They set up a IoT Podcast Listener Hotline where folks can call in with issues or questions and Stacey and Kevin will try to answer it.
    iotpodcast.com/

    Stacey on IoT is another good resource;
    https://staceyoniot.com/

    Scanning the web, there seems to be a ton of Installation issues with the Nest but I would assume you have seen most of this already.
    Love the thermostat and the ability to observe & control it remotely
    Most recently they had a security expert on the show and having a connected thermostat in their house was one thing they would not have.
    Nest/Google keeps track of what the Nest is doing and learns your A/C habits. That data is passed back to Nest to "Help better the product". However, the way I see it, if the device is connected and accessible remotely by you, then it is accessible by anyone or any thing that is inclined to connect to it.

  • I use an alternative to the Nest, and had a similar setup. When my last "sorta" smart thermostat died after about 10 years, I used a spare wire in the bundle to connect to up the C wire. Never had an issue with the system. Figured a dedicated 24v was a good way to go.
    Ordnung ist das halbe Leben
    I gave up on that half long ago.........
  • I'm thinking or putting just a very basic mechanical thermostat in the basement in parallel as a back up to the Nest. Even with all its neat features it's still vulnerable to catastrophic failure.
  • The mechanical thermostat is just a mechanical switch and it doesn't need a common. Pulling a new cable might be a good idea if possible.
  • I recently replaced my thermostat with a Honeywell T5 7-day programmable - I really had no interest in a Smart or WiFi thermostat.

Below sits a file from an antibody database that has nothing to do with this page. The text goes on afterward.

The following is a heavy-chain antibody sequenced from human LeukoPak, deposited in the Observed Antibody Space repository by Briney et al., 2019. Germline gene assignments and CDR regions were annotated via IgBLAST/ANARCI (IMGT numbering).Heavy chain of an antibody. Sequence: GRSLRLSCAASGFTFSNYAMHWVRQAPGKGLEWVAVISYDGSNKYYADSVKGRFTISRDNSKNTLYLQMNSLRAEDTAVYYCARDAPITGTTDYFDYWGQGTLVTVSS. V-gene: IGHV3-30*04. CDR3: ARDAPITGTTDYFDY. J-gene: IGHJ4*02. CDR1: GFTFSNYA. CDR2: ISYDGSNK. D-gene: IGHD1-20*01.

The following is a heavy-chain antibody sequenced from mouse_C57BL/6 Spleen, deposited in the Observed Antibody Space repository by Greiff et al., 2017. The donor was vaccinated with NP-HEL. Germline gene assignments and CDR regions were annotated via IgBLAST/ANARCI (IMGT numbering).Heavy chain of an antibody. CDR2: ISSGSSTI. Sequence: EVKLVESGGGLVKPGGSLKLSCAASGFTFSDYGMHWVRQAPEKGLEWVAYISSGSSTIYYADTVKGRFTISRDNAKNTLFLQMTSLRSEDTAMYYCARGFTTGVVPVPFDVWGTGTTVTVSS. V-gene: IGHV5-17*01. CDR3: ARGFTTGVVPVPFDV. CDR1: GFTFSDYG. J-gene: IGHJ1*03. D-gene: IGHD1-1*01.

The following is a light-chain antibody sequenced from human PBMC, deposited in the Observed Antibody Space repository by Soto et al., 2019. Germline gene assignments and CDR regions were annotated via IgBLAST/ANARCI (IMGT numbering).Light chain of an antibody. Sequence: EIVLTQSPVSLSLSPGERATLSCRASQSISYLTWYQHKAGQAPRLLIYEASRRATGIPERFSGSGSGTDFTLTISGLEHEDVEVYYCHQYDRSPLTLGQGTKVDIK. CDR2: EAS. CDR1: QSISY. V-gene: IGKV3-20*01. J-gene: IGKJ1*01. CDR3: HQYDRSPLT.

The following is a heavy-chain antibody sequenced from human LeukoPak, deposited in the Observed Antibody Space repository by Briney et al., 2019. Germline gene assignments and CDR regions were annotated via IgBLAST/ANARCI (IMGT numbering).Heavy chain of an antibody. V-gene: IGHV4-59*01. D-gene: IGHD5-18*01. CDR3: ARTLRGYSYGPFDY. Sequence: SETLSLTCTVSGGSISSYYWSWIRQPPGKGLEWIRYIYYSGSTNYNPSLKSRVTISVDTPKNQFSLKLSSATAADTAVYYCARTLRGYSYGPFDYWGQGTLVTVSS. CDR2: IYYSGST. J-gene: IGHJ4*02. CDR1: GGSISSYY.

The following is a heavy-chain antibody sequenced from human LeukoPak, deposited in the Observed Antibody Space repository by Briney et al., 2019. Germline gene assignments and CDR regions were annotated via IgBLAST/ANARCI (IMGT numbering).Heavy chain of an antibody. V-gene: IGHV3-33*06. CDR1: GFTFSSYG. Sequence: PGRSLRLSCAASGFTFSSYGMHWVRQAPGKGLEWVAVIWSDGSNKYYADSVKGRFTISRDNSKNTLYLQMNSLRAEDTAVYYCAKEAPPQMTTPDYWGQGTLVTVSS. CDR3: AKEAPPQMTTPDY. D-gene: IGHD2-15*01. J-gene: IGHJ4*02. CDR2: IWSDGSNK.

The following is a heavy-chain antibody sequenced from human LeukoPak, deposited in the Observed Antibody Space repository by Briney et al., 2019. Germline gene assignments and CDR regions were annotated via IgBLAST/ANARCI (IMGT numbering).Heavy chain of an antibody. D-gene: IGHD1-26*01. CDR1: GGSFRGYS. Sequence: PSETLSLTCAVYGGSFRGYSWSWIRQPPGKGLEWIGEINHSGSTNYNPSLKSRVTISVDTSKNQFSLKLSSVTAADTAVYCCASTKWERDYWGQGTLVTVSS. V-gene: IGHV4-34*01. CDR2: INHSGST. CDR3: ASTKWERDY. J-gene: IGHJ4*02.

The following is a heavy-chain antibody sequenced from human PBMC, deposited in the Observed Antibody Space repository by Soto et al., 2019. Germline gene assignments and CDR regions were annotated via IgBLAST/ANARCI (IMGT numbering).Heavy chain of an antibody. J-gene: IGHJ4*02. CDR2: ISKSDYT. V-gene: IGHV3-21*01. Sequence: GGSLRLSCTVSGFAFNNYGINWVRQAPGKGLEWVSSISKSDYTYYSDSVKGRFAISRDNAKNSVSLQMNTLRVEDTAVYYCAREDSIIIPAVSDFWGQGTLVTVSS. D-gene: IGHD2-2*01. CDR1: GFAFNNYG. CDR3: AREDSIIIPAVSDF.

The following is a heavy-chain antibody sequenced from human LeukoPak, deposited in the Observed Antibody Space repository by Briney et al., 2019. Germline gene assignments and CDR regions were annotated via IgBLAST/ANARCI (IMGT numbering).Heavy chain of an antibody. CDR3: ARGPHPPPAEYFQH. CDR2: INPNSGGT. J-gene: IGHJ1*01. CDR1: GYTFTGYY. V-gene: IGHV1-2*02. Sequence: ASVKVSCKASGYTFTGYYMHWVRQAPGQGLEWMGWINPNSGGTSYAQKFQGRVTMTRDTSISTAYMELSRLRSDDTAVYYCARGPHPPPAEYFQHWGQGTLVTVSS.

I just wanted one with an easy to see LCD and one that can switch between heat and air conditioning automatically.

    Before I bought it a little research told me that a five conductor cable would probably be the best option but I think you can get by with four (there is a R-switch ie jumper) built-in.

    It was easy enough to run a new 5 conductor cable so I did it. I really like the thermostat.
  • One thing I have noticed with "smart" devices is that they only work well when the system they are connected to is working perfectly. In other words, when another part of the system fails, the "smart" device fails or gets confused.
    A friend of mine had a Smart TV that would freeze hard after he had it search the network for media servers (of which he has two). Since the media servers were restricted to only allow connections to specific internal IP addresses, the TV was only allowed to identify them as an available media server, but not connect to the media. This made the TV hang to the point where he would have to unplug it to get it back to life. When he remembered the IP restriction setting and added the TV's IP address, the Smart TV connected fine. Since whatever media server he uses recommends the restriction settings, I could see other users having the same problem.